Solaris 10 8/07: This property sets the scheduling class for the zone. See Scheduling Class in a Zone for additional information and tips.


Solaris 10 8/07: This property is required to be set only if the zone is an exclusive-IP zone. See Solaris 10 8/07: Exclusive-IP Non-Global Zones and How to Configure the Zone.


Solaris 10 8/07: This resource dedicates a subset of the system's processors to the zone while it is running. The dedicated-cpu resource provides limits for ncpus and, optionally, importance. For more information, see Solaris 10 8/07: dedicated-cpu Resource.

capped-cpu resource

Solaris 10 5/08: This resource sets a limit on the amount of CPU resources that can be consumed by the zone while it is running. The resource provides a limit for ncpus.

capped-memory resource

Solaris 10 8/07: This resource groups the properties used when capping memory for the zone. The capped-memory resource provides limits for physical, swap, and locked memory. At least one of these properties must be specified.


Solaris 10 6/06: Adding a ZFS file system dataset resource enables the delegation of storage administration to a non-global zone. The zone administrator can create and destroy file systems within that dataset, create and destroy clones, and modify properties of the dataset. The zone administrator cannot affect datasets that have not been added to the zone or exceed any top level quotas set on the dataset assigned to the zone.

ZFS datasets can be added to a zone in the following ways.

  • As an lofs mounted file system, when the goal is solely to share space with the global zone

  • As a delegated dataset

See Chapter 10, Oracle Solaris ZFS Advanced Topics, in Oracle Solaris ZFS Administration Guide and File Systems and Non-Global Zones.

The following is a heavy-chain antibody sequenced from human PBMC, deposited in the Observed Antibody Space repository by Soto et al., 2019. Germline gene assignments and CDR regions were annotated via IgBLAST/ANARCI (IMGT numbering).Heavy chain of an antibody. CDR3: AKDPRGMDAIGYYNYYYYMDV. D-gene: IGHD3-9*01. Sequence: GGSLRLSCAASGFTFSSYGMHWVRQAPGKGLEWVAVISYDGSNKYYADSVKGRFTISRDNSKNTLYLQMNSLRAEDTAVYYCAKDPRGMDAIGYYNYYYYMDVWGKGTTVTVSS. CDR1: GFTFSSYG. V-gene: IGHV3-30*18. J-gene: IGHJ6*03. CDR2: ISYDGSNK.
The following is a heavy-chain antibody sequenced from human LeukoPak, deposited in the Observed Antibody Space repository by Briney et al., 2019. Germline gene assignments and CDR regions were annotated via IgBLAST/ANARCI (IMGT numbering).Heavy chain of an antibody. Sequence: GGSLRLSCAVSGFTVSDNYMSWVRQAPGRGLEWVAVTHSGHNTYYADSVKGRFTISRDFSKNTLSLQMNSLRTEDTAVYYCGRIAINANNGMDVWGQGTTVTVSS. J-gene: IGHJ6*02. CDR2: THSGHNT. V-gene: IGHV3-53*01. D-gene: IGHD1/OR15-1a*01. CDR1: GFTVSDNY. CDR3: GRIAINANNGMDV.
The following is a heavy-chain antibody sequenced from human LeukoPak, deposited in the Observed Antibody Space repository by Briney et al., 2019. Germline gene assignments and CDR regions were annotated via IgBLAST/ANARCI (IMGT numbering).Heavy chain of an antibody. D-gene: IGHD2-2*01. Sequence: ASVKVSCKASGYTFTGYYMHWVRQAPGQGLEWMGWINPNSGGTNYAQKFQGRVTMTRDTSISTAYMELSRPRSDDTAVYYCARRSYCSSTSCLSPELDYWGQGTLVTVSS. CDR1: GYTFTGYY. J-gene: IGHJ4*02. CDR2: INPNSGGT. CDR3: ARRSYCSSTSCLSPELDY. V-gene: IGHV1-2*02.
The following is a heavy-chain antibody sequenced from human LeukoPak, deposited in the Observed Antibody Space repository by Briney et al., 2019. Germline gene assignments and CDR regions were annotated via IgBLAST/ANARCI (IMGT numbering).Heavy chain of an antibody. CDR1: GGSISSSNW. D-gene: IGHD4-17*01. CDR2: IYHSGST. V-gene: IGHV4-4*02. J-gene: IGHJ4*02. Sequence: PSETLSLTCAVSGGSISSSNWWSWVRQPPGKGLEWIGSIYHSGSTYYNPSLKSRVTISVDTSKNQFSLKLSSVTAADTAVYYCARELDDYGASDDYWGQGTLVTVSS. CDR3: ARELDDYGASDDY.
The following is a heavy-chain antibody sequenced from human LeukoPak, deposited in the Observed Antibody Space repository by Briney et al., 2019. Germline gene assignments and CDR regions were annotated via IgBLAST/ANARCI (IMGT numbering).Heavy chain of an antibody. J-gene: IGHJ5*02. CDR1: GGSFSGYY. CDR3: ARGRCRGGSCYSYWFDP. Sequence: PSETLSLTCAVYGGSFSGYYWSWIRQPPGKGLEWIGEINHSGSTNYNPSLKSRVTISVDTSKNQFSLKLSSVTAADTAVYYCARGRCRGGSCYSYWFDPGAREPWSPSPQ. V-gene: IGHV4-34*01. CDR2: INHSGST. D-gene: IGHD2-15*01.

Also see Chapter 30, Troubleshooting Miscellaneous Solaris Zones Problems for information on dataset issues.


Each zone can have various file systems that are mounted when the zone transitions from the installed state to the ready state. The file system resource specifies the path to the file system mount point. For more information about the use of file systems in zones, see File Systems and Non-Global Zones.


This resource should not be configured in a whole root zone.

In a sparse root zone, the inherit-pkg-dir resource is used to represent directories that contain packaged software that a non-global zone shares with the global zone.

The contents of software packages transferred into the inherit-pkg-dir directory are inherited in read-only mode by the non-global zone. The zone's packaging database is updated to reflect the packages. These resources cannot be modified or removed after the zone has been installed using zoneadm.

Note –

Four default inherit-pkg-dir resources are included in the configuration. These directory resources indicate which directories should have their associated packages inherited from the global zone. The resources are implemented through a read-only loopback file system mount.

  • /lib

  • /platform

  • /sbin

  • /usr


The network interface resource is the interface name. Each zone can have network interfaces that are be set up when the zone transitions from the installed state to the ready state.


The device resource is the device matching specifier. Each zone can have devices that should be configured when the zone transitions from the installed state to the ready state.


The rctl resource is used for zone-wide resource controls. The controls are enabled when the zone transitions from the installed state to the ready state.


A hostid that is different from the hostid of the global zone can be set.


This generic attribute can be used for user comments or by other subsystems. The name property of an attr must begin with an alpha-numeric character. The name property can contain alpha-numeric characters, hyphens (-), and periods (.) . Attribute names beginning with zone. are reserved for use by the system.